This applies regardless of what kind of relationship it is. Could be a business relationship, a friendship or a sexual relationship. The cardinal rule of relationships is that they are founded on mutual reward and they break down when mutual reward breaks down.
So what is the difference, in this regard, between a Sex 3.0 mentality and a Sex 2.0 mentality?
Well Sex 3.0 is a fundamentally different way of thinking and a totally different relationship framework. The differences extend far beyond the scope of what can be described in a single blog post but, to take a simple example, Sex 2.0 marginalises human sexual nature and insists that the normal sexual plane is the only acceptable choice whereas Sex 3.0 accepts and embraces human sexual nature.
Win, Win, Win
Therefore the Sex 3.0 mentality when going about a relationship is to look to establish a win/win/win dynamic.
- A win for me
- A win for my partner and
- A win for sexual nature (where human sexual nature is acknowledged and embraced)
Whereas the Sex 2.0 mentality basically tells you to ignore the final ingredient – human sexual nature. This is a very, very dangerous practice for healthy relationships.
The Missing Ingredient
If you ignore the final ingredient, it is very common to see a win/win/lose pattern being established and for both parties to be completely unconscious of it. This can work at first, particularly during the early infatuation stages of a relationship or the honeymoon stage of a marriage but that final component in a win/win/lose scenario can become like a festering wound that infects the bond and the win/win/lose turns into a win/lose/lose and inevitably into a lose/lose/lose.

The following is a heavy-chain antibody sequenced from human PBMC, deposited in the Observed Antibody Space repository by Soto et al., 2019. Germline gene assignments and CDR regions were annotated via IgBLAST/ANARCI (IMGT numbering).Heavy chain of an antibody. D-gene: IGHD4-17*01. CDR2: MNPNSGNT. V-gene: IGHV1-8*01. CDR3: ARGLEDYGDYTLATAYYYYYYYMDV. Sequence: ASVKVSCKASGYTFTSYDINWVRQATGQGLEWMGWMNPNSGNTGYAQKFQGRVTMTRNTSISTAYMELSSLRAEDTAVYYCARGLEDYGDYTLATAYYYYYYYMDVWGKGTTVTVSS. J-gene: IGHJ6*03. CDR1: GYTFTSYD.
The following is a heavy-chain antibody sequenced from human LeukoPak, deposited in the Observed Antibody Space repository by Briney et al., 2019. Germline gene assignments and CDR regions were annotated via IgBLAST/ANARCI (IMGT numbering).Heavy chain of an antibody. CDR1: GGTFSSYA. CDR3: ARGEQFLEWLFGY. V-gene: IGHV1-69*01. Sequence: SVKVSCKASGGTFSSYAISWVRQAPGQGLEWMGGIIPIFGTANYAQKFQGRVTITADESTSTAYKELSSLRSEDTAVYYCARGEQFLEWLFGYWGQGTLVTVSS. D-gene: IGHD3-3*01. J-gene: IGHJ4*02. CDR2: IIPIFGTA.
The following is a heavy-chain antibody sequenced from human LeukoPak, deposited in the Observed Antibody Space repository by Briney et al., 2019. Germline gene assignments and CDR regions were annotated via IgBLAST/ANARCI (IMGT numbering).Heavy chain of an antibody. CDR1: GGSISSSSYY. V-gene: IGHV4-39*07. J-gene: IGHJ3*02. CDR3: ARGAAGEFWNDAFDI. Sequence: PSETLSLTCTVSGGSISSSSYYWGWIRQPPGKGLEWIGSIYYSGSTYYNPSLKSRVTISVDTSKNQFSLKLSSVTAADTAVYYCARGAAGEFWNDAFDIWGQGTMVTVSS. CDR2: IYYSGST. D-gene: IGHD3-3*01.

This can manifest itself in a number of ways like one partner in the coupling feeling the need to get their sexual freedom back, showing signs of jealousy & possessiveness or by cheating.
The notion of love conquers all (omnia vincit amor) is one of the common narratives that gets parroted in the Sex 2.0 realm. It is literally older than Christ and first appears in the works of the Roman poet Virgil (70 BC – 19 BC).
This phrase has been repeated in everything from paintings by Caravaggio to films and songs by the likes of Tan Chui Mui, Deep Purple, Yes and ABC.
What is the subliminal message here? Ignore the third component is the message.
Pretend that the bond between the two of you is everything and that, regardless of human sexual nature, nothing can destroy the bond. Pretend that human sexual nature does not even exist. Pretend that establishing a win/win/lose dynamic does not even matter.
When this pretence does not pay off people mistakenly either hate on their partner for “not loving them enough” or emotionally beat up on themselves for not being worthy of unbreakable love.
Love will save the day? Love conquers all?
Sadly not (regardless of what Lionel Richie tells you).
Love does not conquer all.
The missing ingredient conquers all.
Further Reading : What it really means when they say “I am not lookingfor a relationship”